David Bizer formed GCW Partners in 2019 as a means of addressing the inherent bias and conflicts of interest he spied within the investment management sector
David Bizer set up GCW Partners in2019 as the direct result of a number of shortfalls he’d perceived within the investment management market.
Among these were inherent conflicts of interest within the model used by certain in situations, particularly private banks that are affiliates of larger banks. Top of the list is product bias in the investments these banks make available to clients.
According to Bizer, a conflict arises when private banks put their own products on the fund platforms they offer to clients. These platforms purport to include third-party managers but he feels a bank’s own products are often pushed more than others, which helps them glean a greater amount from fees.
“They can be incentivised to promote some funds over others,” he says. “They are earning fees from those products that they would not be earning from other things a client could buy.”
Similarly, he adds, there are instances with private equity or venture capital funds on these platforms where the bank earns handsome fees from the sponsor-related business those funds do with the banking side of the firm.
Then there is the fact that many of the bank platforms ask the managers to share their fees with them. This, Bizer argues, often means the end client doesn’t benefit from any reduction the bank obtains.
“Again, that creates a bias in the availability of funds on the platform or that are promoted from the platform.
”So how does GCW address these issues? Bizer suggests GCW’s independence means it avoids conflicts because it does not have internally manufactured products to push. “We’re in an excellent position to evaluate those investments on their merits,” he adds.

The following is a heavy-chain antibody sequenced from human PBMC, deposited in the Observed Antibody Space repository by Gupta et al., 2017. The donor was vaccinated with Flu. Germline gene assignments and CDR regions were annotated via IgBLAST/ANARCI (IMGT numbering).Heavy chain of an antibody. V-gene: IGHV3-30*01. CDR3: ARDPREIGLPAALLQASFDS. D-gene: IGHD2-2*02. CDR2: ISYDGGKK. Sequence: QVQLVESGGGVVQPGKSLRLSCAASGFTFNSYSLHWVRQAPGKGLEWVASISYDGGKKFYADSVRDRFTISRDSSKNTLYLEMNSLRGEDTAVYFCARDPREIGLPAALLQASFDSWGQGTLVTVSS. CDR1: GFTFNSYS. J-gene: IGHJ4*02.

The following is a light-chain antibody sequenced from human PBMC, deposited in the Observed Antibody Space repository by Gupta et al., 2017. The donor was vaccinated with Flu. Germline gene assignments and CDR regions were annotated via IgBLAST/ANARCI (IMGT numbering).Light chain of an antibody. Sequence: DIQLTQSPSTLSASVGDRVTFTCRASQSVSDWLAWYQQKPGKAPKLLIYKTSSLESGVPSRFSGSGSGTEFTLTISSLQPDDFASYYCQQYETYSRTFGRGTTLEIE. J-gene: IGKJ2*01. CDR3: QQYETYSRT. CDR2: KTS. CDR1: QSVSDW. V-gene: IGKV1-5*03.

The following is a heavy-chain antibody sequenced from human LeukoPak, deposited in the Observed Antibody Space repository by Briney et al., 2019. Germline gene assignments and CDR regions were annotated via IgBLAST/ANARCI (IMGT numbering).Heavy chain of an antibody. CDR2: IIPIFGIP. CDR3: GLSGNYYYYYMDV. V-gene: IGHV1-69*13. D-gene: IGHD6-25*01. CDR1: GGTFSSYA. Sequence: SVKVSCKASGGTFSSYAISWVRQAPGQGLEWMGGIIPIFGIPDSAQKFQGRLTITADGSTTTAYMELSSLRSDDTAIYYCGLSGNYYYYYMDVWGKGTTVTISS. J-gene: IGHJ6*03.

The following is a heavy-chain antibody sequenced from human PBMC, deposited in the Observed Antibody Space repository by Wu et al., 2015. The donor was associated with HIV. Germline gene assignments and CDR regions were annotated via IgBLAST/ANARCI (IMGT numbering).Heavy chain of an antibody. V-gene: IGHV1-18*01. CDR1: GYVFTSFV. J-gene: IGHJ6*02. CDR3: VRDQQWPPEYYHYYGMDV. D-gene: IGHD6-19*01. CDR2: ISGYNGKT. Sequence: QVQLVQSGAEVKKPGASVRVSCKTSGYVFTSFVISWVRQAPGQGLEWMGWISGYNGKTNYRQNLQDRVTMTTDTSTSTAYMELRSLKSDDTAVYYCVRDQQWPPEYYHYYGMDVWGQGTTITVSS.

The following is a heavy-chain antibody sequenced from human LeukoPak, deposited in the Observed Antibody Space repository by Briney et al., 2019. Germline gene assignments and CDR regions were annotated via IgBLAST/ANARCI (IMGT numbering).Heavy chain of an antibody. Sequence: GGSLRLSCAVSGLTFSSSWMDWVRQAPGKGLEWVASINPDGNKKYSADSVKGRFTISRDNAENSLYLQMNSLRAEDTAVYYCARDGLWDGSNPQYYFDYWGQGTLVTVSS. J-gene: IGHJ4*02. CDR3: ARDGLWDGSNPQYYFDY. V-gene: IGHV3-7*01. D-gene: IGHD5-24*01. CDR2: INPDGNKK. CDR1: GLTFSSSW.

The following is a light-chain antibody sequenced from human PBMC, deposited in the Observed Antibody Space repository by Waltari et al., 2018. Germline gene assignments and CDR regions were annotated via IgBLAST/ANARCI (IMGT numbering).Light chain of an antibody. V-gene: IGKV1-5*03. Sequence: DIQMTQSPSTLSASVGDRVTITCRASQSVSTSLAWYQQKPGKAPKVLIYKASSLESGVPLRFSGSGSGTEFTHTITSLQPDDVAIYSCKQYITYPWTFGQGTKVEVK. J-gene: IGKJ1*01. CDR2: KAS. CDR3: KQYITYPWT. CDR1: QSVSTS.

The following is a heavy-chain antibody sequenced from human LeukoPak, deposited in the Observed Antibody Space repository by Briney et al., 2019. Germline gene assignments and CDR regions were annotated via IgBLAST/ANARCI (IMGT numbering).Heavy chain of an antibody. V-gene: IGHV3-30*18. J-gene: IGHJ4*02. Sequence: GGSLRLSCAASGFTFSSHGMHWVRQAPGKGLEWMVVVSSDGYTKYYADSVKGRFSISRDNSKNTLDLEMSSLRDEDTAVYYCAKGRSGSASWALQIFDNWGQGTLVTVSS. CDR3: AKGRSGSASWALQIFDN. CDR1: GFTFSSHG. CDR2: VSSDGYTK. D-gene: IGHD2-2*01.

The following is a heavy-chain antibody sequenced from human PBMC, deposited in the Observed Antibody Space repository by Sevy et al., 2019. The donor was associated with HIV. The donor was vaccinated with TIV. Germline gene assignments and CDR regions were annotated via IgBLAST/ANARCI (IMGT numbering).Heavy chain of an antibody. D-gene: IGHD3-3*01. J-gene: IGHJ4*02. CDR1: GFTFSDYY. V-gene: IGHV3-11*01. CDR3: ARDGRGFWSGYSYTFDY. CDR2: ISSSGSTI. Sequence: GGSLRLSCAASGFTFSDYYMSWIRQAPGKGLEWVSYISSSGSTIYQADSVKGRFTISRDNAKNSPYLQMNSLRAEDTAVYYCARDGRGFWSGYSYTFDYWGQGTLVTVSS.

On fee reductions, Bizer says GCW has a policy of passing on 100% of any benefit from fee reduction or discount in making an investment to the end client.
Before launching GCW, Bizer spent six years at California-based investment manager Jasper Ridge. Prior to that, he worked at Lehman Brothers in various roles including head of fixed income EMEA and head of equity sales US. With the onset of the global financial crisis, however, he decided to hop over to the buy side.
Bizer’s banking phase followed a few years in academia as a professor of finance and then a stint in public policy at the Council of Economic Advisers to the White House.
He set up GCW with Icelandic native Siggi Thorkelsson, who co-founded and chairs Icelandic securities firm Fossar Markets. Thorkelsson is also a Lehman Brothers alumnus and a former head of equities EMEA at Barclays Capital in London and a director of Barclays Capital Securities.
In addition to its London base, GCW has offices in New York and California, and nine employees. Bizer says it was formed in London, however, because the city has “a time zone monopoly” that is beneficial when serving global clients.
Bizer says he and Thorkelsson were careful to secure the best calibre of talent when building the team for the launch. The current line-up includes expertise inequity research, macro hedge fund management and distressed credit, among other areas.
The firm runs both pooled vehicles and separate accounts. The pooled vehicles aggregate smaller client interests, creating enough scale to access investments not otherwise available to individual investors, while the separate accounts are for higher net-worth individuals (HNWIs). Portfolios aim to deliver between 2.5% and 3% of alpha per annum net of fees and expenses.
Staying the course
The firm launched in the quarter prior to the pandemic and, reflecting on events since, Bizer says it is now “relatively stress-tested” and that it “pretty much stayed the course”, which means GCW portfolio values dropped with the market in Q1 2020, before rebounding in Q2.
“Q1 2020 was just one of those moments, like 2008 and probably 2001 in the dotcom bubble and the Asian crisis in 1997,” he says. “There are a few of these moments in history where if you’re investing, you’re just glued to what’s going on and hope you made good decisions.”